-25.33 per cent

-29.29 per cent

Audit Services

9 444.0

5 364.0

- 4 080.0

- 4 364.5

-43.20 per cent

-46.21 per cent

Corporate Services

92 325.0

73 369.0

- 18 956.0

- 22 846.8

-20.53 per cent

-24.75 per cent

Office Accommodation

35 927.0

36 009.0


- 1 827.6

0.23 per cent

-5.09 per cent


242 447.0

220 958.0

- 21 489.0

- 33 206.5

-8.9 per cent

-13.70 per cent

Source: National Treasury (2013) – Vote 29 Energy.

Programme 2: Energy Policy and Planning

The objective of the Energy Policy and Planning programme is to ensure evidence based planning, policy setting and investment decisions in the energy sector to improve security of energy supply, regulation and competition. The programme is divided into four sub-programmes.

The budget for this programme decreased by R 1.521 billion (97 percent in real terms) from R1.570 billion in 2012/13 to R51.1 million in the 2013/14 financial year. The decrease in expenditure in this programme can be attributed to the fact that the construction of the National Multi-Products Pipeline by Transnet is close to completion. The pipeline will secure the supply of petroleum products to the inland markets over the long term. Expenditure in the Hydrocarbon Policy sub-programme has decreased by 99 percent in real terms, as a result of the discontinuation of transfers to Transnet.

The largest share of the budget amounting to R22.5 million is appropriated to the Energy Planning sub-programme. Allocation to other programmes has decreased in the 2013/14 financial year.

Table 3: Energy Policy and Planning sub-programmes



Nominal Increase / Decrease in 2013/14

Real Increase / Decrease in 2013/14

Nominal Percent change in 2013/14

Real Percent change in 2013/14

R million



Policy Analysis and Research

15 365.0

8 596.0

- 6 769.0

- 7 224.8

-44.05 per cent

-47.02 per cent

Energy Planning

15 640.0

22 556.0

6 916.0

5 719.8

44.22 per cent

36.57 per cent

Hydrocarbon Policy

1 529 980.0

12 691.0

-1 517 289.0

-1 517 962.0

-99.17 per cent

-99.21 per cent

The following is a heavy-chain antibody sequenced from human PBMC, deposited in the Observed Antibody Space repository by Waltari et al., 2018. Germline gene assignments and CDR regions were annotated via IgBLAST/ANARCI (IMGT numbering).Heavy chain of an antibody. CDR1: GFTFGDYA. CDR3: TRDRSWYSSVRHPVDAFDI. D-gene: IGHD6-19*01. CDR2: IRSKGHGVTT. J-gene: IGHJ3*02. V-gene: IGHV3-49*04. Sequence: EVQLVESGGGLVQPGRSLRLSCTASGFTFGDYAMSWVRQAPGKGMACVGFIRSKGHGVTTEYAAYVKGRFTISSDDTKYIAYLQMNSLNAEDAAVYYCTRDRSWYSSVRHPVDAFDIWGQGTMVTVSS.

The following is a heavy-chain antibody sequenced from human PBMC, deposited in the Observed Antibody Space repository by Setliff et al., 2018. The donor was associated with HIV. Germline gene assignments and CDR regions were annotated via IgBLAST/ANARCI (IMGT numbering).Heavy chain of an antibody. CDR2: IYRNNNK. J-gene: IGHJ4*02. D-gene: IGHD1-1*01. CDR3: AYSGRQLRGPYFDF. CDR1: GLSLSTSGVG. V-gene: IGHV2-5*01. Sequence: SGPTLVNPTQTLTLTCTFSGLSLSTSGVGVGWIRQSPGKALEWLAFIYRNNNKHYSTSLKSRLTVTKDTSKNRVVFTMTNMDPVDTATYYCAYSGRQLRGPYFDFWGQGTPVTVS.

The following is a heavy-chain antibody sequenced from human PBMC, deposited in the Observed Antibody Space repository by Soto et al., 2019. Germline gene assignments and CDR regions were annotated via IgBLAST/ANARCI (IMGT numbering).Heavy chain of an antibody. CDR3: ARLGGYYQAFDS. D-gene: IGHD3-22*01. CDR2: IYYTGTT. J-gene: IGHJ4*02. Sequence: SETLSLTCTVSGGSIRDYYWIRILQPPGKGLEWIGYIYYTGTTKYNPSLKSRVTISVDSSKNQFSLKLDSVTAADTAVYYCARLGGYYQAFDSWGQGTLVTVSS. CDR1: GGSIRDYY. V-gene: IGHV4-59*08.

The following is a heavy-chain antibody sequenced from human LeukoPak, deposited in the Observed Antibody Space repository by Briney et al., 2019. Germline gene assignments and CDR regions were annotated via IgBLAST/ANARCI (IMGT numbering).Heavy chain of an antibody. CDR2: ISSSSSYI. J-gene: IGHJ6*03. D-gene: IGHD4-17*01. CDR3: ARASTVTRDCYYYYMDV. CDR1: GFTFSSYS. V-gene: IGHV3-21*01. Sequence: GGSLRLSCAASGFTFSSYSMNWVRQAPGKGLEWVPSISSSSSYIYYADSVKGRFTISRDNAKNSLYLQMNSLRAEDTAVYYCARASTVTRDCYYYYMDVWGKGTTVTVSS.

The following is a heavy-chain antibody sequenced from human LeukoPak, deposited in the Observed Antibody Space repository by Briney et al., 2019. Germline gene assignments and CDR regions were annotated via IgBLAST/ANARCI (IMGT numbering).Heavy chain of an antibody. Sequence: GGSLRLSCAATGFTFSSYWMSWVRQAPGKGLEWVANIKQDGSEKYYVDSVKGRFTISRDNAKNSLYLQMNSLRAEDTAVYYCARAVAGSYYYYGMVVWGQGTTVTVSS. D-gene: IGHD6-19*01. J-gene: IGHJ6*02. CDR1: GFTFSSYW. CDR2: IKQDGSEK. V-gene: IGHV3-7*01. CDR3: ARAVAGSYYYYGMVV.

Electricity and Alternative Energy Policy

9 188.0

7 313.0

- 1 875.0

- 2 262.8

-20.41 per cent

-24.63 per cent


1 570 173.0

51 156.0

-1 519 017.0

-1 521 729.8

-96.7 per cent

-96.91 per cent

Source: National Treasury (2013) – Vote 29 Energy.

Programme 3: Energy Regulation

The Energy Regulation programme manages the regulation of petroleum and petroleum products to ensure the optimum and orderly functioning of the petroleum industry to achieve government’s development goals. The programme is divided into three sub-programmes.

The budget for this programme increased from R18.5 million in 2012/13 to R49. 7 million in the 2013/14 financial year. The reason for the increase can be attributed to the fact that the sub-programme has been newly established and its personal capacity still needs to be built. The Petroleum Pricing sub-programme received the biggest share of the budget, from R2.4 million in 2012/13 to R21.3 million in the 2013/14 financial year. Expenditure in the Petroleum Compliance sub-programme has also increased from R2.6 million in 2012/13 to R14.8 million in the 2013/14 financial year. This increased spending will go towards, amongst other things, strengthening monitoring to ensure compliance with the Petroleum and Liquids Fuels Charter and with the relevant legislation.

Table 4: Energy Regulation sub-programmes



Nominal Increase / Decrease in 2013/14

Real Increase / Decrease in 2013/14

Nominal Percent change in 2013/14

Real Percent change in 2013/14

R million



Petroleum Compliance

2 697.0

14 876.0

12 179.0

11 390.1

451.58 per cent

422.33 per cent

Petroleum Licensing and Permitting

13 423.0

13 517.0


- 622.8

0.70 per cent

-4.64 per cent

Petroleum Pricing

2 429.0

21 330.0

18 901.0

17 769.9

778.14 per cent

731.57 per cent


18 549.0

49 723.0

31 174.0

28 537.2

168.1 per cent

153.85 per cent

Source: National Treasury (2013) – Vote 29 Energy.

Programme 4: Electrification and Energy Programmme Management

The Electrification and Energy Management Programme manages, coordinate and monitor programmes and projects focused on access to energy. The programme is divided into five sub-programmes. This programme has received the largest share of the Departmental budget.

The budget allocation for this programme has increased from R3.1 billion in 2012/13 to R3.9 billion in the 2013/14 financial year. The programme is divided into five sub-programmes. As can be seen in the table below, there is a significant increase in budget allocation in all sub-programmes. Some of the reasons cited for the increase in budget allocation in this programme are as follows:

  • The expansion of the electrification programmes being implemented by Eskom and Municipalities,
  • The establishment of the programme and projects management office and the Independent Power Producers unit within the Electricity Infrastructure/industry Transformation sub-programme. As a result, this programme is committed to electrify 645 000 households by 2014/15 and support 9 Municipalities facing serious electricity provision challenges.